Making Your Bathroom Accessible to Everyone

When designing or remodeling a bathroom to be ADA friendly, there can be several things to keep in mind. However, accessibility bathrooms are not only extremely crucial for a disabled person’s well-being and lifestyle but also quite achievable. With the right mindset and professional help, you can surely have an ADA bathroom in your own home.

  • Have a way to unlock the door from the outside in case of an emergency.
  • Consider placement, size and height based on the disabled person.

For Those With Limited Mobility

Whether a person struggles with a condition, has lost mobility due to age, or any number of disabling reasons, there can be a variety of limitations that make using a bathroom harder. Accessibility bathrooms should keep these ADA friendly tips in mind:

  • Remove raised surfaces to avoid tripping. This includes the entrance to the bathroom itself as well as the tub or shower, which can be barrier-free or walk-in with no raised edges.
  • Keep toilets higher up so that standing to sitting and vice versa isn’t as much of a distance. Including handlebars can also be incredibly helpful to keep someone steady.
  • Higher sinks can reduce the need to bend over, which can be hard. Handlebars can also be nearby to keep the user steady.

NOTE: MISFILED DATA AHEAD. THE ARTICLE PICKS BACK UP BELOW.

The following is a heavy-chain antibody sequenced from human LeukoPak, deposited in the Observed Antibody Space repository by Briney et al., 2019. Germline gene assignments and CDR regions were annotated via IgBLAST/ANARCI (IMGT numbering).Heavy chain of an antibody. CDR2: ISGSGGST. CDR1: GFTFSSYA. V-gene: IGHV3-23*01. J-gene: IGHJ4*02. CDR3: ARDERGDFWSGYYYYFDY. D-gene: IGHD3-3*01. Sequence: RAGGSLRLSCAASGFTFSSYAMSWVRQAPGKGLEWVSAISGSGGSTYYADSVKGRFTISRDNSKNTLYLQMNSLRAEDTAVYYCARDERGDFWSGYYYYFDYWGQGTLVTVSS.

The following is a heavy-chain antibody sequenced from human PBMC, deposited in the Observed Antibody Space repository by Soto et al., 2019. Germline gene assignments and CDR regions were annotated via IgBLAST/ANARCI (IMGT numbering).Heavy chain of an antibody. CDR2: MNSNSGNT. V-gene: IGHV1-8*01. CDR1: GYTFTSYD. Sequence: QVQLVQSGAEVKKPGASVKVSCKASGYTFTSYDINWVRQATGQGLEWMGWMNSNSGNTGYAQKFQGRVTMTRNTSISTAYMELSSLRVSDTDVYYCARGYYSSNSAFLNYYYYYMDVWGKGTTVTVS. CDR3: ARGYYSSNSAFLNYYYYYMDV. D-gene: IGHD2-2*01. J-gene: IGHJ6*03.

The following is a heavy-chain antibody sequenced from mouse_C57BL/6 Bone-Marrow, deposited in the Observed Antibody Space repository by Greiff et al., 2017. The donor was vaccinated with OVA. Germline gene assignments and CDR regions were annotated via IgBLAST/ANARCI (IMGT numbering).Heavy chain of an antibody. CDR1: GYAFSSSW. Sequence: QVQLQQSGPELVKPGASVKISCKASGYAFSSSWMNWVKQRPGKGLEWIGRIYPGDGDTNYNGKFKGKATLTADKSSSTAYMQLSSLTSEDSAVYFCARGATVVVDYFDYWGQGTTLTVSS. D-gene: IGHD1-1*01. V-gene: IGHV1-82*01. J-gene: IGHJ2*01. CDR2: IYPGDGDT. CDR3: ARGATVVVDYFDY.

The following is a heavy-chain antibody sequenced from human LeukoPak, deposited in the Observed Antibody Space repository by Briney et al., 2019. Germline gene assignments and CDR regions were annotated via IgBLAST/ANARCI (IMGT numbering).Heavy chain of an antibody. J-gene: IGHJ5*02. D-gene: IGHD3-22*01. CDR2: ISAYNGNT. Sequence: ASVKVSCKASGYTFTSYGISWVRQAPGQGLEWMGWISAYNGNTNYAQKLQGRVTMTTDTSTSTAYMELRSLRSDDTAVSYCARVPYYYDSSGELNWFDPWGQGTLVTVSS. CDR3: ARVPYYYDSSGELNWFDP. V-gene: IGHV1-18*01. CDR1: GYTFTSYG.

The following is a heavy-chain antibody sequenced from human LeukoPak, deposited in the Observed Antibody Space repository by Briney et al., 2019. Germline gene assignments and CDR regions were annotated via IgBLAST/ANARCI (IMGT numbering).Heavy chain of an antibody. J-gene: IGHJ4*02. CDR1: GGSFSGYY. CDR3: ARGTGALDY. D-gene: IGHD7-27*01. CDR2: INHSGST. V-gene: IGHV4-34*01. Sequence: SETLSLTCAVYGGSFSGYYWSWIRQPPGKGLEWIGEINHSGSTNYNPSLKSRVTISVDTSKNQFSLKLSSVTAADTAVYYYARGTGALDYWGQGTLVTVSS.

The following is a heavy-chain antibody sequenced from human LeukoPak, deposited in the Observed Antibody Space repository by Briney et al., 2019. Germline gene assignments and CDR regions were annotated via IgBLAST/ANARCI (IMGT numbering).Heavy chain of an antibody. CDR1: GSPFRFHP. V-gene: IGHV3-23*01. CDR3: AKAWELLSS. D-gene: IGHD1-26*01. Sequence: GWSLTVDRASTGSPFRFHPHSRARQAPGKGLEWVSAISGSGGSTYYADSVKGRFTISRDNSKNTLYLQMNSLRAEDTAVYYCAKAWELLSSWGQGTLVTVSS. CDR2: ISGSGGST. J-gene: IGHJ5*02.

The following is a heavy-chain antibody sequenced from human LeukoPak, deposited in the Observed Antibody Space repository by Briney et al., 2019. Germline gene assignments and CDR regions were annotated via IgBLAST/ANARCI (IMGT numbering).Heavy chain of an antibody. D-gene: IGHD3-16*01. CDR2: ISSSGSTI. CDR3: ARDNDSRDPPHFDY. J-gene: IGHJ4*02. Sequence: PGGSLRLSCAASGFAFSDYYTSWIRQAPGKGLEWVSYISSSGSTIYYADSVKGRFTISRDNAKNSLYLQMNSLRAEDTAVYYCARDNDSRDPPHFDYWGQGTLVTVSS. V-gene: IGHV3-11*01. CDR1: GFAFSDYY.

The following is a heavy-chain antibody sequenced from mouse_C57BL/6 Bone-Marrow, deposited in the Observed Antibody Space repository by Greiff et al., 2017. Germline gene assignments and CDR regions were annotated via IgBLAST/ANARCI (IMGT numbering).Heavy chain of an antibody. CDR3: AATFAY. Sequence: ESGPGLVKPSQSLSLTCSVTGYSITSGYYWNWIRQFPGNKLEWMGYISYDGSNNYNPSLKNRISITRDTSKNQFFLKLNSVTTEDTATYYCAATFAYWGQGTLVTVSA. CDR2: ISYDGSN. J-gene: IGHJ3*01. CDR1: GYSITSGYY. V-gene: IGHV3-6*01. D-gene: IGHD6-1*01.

For Wheelchair Users

Depending on the person, the amount they rely on a wheelchair and how much they can maneuver themselves around can differ. Keep in mind the amount of physical movement this person may have and consider these additions or changes for making an ADA accessibility bathroom:

  • Make sure that the bathroom doorway is open wide enough for a wheelchair to fit through. While 32 inches is the minimum required, it’s much more comfortable for wheelchair users to have 36 inches or more of door space.
  • Bathtubs and showers can be designed either barrier-free or with a roll-in entrance, allowing a wheelchair user to enter while seated.
  • Toilets should be higher up and include handlebars in order to make lifting oneself easier.
  • Sinks should have plenty of space underneath of them for wheelchair users to pull up to and should be around 30 to 34 inches in height.